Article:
2014 Lent 31


Psalm 128

Okay, I’m done with I Corinthians.  The lectionary offers a selection from II Corinthians today, but, as you may have discerned, I’ve reached my saturation point with the apostle Paul for now.  He’s a good friend, don’t get me wrong.  But he’s one of those friends that I need a break from now and again, so that our friendship will be that much better the next time we get together.

That said, Psalm 128 is a good place to turn now.  The guest Paul has made his visit.  In that time my family and I have shown him a lot of hospitality.  What this has meant for our family life–at least for parts of it–is that things have been put on hold.  The typical family meal, for instance, wherein we usually are able to let our guards completely down, talk, laugh, and argue about whatever, or hold those needed family meetings, or whatever–we haven’t been able to do this as freely as we’d like with our guest here.

Too, we’ve enjoyed late-night conversations with and otherwise entertained him, meaning our usual focus upon each other has been turned Paul-ward.

That’s often how it is with guests, yeah?  Regular life is temporarily interrupted.

But now he’s packed up and gone on his way, to enjoy another host’s hospitality for a while.  And my family, somewhat relieved, is able to turn its attention back on one another.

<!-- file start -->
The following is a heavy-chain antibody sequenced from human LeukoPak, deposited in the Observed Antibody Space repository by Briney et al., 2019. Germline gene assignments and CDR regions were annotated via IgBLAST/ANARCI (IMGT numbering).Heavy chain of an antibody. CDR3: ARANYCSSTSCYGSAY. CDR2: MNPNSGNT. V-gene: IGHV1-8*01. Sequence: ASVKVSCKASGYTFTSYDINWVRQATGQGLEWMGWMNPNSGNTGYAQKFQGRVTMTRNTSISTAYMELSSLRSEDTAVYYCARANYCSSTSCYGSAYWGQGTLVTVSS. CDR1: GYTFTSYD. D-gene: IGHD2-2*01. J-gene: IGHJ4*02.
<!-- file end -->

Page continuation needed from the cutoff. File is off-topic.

There’s always something of a re-entry time.  That is, after a guest’s visit we always need to readjust our lifestyle a bit to settle into the former routine.  We’ve been focusing so much on accommodating someone else that we’ve neglected each other.  It’s usually in small ways, ways perhaps we aren’t even conscious of.  But it’s there all right!  And the result is typically a few days of increased drama.

But once the chaos induced by the guest’s stay has had its way, we seem to settle well enough into our general routine of family meals, making music, playing games, spending time alone in a quiet corner of the house, walking the dog, helping out with homework, catching up on missed television shows (for those who are into this sort of thing), and so on.  It’s family life.  And, as they say, it is what it is.  But when it’s all said and done, it’s a downright good life.

That’s the essence of this psalm.  There is true blessing in a family around a table.  There’s genuine peace in a person’s seeing his children’s children.


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